ASC 480-10-30-4

Two ways to obtain the adjusted fair value include:
  1. Determining the amount of cash that would be paid under the conditions specified in the contract if the shares were repurchased immediately
  2. Discounting the settlement amount, at the rate implicit at inception after taking into account any consideration or unstated rights or privileges that may have affected the terms of the transaction.

ASC 480-10-30-5

Equity shall be reduced by an amount equal to the fair value of the shares at inception.

To recognize a physically settled forward repurchase contract to buy a fixed number of shares for a fixed amount of cash, a reporting entity should debit treasury stock and credit a share repurchase (forward contract) liability at trade date based on the guidance in ASC 480-10-25-8 and ASC 480-10-30-5.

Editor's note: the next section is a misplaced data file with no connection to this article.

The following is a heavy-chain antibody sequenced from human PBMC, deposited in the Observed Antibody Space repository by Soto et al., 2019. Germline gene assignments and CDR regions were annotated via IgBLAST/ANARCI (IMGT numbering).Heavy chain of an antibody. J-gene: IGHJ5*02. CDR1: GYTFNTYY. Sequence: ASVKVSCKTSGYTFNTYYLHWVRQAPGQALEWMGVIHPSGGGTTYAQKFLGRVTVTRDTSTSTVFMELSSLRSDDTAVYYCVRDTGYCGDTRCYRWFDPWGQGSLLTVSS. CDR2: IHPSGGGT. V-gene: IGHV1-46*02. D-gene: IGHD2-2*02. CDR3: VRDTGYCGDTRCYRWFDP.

The subsequent measurement of a physically settled forward repurchase contract depends on whether the amount to be paid and the settlement date are fixed or can vary. ASC 480-10-35-3 provides guidance regarding the subsequent measurement and recognition of a physically settled forward repurchase contract.

ASC 480-10-35-3

Forward contracts that require physical settlement by repurchase of a fixed number of the issuer’s equity shares in exchange for cash and mandatorily redeemable financial instruments shall be measured subsequently in either of the following ways:
  1. If both the amount to be paid and the settlement date are fixed, those instruments shall be measured subsequently at the present value of the amount to be paid at settlement, accruing interest cost using the rate implicit at inception.